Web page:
Contrary to popular belief, American Studies is not an indoctrination scheme created behind closed doors in the Pentagon, nor is it a winning the hearts and minds campaign from the Vietnam era. It is merely the study of the United States through its literature, philosophy, history, politics, music, art and pop culture.
The term "American Studies" encompasses a vast range of disciplines, all of which examine the multiple cultures found within the United States. As a result, classes are taught by professors from the humanities and social sciences departments.
A number of AUCians have expressed their dissatisfaction with President Morsi's latest presidential decrees, which sparked controversy in the country and pushed hundreds of thousands to the streets in protest last week.
Issued on November 22, the decrees are comprised of seven articles. Most notably is the second article, which says that all decrees issued by the president from the start of his term cannot be repealed by any individual or entity until a new constitution and parliament are put in place.
During the past few months ever since AUC has terminated the contract between Delicious Inc. one can argue that there has not been a drastic change in service or quality. The only difference that can be felt or seen is the new variety. However, most of the outlets either opened up after half of the semester was over or closed down for an undisclosed amount of time.
As the semester comes to an end let me first say thank you for keeping me informed of my surroundings; especially during those times when I am (ashamedly) too lazy to dig through pages of Al Ahram newspapers, or too much in a rush to watch a one-hour CNN story coverage.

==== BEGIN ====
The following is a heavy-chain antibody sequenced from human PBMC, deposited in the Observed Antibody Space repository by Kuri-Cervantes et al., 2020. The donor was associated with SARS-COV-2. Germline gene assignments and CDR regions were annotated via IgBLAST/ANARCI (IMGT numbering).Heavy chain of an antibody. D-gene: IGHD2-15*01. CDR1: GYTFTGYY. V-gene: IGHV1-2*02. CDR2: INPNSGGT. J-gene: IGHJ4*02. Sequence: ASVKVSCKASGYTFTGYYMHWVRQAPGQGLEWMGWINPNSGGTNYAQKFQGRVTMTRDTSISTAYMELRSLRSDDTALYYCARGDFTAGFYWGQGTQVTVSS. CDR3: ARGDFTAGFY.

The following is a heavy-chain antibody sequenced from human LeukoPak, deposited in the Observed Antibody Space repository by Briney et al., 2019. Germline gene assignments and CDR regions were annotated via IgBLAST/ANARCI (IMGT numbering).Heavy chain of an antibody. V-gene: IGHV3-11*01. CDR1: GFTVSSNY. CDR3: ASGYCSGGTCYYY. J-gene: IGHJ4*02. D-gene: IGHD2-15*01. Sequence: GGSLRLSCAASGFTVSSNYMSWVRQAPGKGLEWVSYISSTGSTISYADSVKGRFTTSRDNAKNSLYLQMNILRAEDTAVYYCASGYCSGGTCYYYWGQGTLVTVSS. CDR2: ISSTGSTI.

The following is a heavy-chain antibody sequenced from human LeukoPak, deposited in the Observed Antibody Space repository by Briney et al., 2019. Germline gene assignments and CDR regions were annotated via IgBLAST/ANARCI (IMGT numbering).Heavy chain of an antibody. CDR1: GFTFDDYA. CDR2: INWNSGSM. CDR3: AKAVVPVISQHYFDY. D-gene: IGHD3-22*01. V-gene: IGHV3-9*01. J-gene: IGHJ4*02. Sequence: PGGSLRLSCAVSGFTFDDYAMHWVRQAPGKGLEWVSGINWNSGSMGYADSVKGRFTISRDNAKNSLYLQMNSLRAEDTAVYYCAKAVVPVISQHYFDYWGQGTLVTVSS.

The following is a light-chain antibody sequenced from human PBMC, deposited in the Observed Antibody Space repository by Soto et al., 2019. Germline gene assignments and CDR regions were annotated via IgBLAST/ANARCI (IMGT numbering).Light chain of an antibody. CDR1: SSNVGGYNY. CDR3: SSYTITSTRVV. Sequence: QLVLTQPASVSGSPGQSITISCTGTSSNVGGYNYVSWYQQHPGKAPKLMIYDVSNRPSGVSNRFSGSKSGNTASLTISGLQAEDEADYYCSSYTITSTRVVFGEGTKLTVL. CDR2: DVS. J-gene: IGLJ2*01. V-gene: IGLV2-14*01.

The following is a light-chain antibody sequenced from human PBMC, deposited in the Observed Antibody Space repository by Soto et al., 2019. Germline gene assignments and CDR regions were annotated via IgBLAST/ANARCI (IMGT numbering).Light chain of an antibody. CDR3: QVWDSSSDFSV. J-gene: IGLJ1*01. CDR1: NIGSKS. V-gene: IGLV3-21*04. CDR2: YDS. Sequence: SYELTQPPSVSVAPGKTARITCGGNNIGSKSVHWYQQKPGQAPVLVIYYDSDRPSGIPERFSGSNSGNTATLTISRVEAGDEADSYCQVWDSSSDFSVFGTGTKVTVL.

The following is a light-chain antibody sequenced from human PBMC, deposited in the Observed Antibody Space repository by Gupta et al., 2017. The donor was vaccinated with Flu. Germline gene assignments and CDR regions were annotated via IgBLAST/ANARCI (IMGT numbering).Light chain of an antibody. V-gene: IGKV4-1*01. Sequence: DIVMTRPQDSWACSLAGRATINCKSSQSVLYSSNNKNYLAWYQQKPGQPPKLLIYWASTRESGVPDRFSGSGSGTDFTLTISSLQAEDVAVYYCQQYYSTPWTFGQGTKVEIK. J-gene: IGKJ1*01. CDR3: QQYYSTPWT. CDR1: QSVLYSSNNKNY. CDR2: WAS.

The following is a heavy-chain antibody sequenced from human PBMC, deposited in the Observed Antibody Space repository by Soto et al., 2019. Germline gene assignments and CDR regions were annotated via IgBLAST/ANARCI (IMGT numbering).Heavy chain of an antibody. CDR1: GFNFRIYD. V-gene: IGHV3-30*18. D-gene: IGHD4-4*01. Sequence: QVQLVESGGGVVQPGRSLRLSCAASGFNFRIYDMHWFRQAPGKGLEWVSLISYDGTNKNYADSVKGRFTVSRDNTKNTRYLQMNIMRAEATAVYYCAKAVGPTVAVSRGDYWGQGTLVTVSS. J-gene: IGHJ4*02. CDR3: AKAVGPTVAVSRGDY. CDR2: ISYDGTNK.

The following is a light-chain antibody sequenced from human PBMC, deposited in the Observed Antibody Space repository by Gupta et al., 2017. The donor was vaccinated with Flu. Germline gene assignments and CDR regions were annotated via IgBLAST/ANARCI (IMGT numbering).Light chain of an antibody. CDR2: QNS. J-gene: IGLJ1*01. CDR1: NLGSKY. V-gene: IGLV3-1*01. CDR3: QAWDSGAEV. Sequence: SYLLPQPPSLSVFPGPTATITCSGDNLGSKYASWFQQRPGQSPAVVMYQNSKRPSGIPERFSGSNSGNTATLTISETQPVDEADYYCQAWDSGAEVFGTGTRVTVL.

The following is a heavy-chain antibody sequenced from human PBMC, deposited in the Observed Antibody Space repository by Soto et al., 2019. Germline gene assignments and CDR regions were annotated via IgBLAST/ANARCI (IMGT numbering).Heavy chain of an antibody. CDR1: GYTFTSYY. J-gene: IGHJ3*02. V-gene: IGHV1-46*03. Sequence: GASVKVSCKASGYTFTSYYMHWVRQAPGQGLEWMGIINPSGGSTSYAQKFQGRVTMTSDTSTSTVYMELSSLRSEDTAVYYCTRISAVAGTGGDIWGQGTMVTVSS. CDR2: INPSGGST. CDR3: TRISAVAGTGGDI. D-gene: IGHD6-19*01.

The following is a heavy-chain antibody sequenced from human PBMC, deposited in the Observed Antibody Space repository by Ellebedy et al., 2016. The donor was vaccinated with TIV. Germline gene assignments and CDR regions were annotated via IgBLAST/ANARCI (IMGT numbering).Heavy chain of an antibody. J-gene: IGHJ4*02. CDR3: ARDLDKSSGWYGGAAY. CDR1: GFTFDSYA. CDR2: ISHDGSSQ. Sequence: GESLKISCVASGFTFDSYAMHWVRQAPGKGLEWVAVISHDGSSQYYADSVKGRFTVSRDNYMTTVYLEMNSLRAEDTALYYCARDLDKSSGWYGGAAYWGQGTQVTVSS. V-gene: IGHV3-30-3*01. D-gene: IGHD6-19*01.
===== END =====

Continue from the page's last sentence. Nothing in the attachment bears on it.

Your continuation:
Since the revolution more Cairenes have been spending more money on more dining out than at any other time in the history of this city. Perhaps it's an end-of-days scenario and people want to go out with a bang. Perhaps it's pent up demand after months of being trapped at home eating nothing but chicken and rice. Or perhaps it's the need to escape the responsibility of preventing the parental units, who have also been trapped at home, from tear gassing each other. Although I have no statistics, I'm willing to bet that the birth and divorce rates are at an all time high as well.
On February 24, Mohamed ElBaradei wrote an op/ed for the Egyptian daily Al-Shorouk titled "My vision for the next phase of the Egyptian revolution" where he compared the ousting of Mubarak to the planting of seeds; it is now time to help the seeds grow.
ElBaradei proposed that a temporary constitution guaranteeing the basic rights and principles symbolized by the January 25 popular uprising be instituted instead of the fallen 1971 version.
I waited for inspiration to strike before I start to write this piece, I waited and I waited and...I waited. While waiting, I skimmed the Wikipedia entry on Thomas More, Suzanne Collins' Mockingjay (and appreciated the marginalization of teenage angst and romance in it). I drank a caramel frappe that left an icky aftertaste. And then I found myself giving this column a title that is much like a prompt, because I needed a boost...a trigger. You can be the judge of whether the prompt actually serves its purpose.
Foodism is here. I mean, when you can dial a hotline and have delivered to your home an Australian wagyu beef fillet, an entire salmon, a kilo of sushi grade tuna, or a dozen Clevedon Coast oysters on the half shell, you know that Cairo is changing. New, hip restaurants and clubs are opening all over town, and budding, upwardly mobile foodists are both keeping them in business and investing in the businesses themselves. Justine, the Automobile Club, Chaîne des Rôtisseurs? Forget it. It's not your daddy's food scene anymore.
"There's one hole in every revolution, large or small. And it's one word long ... People. No matter how big the idea they all stand under, people are small and weak and cheap and frightened. It's people that kill every revolution." - Spider Jerusalem, comic book gonzo journalist from the future once said. Or will say.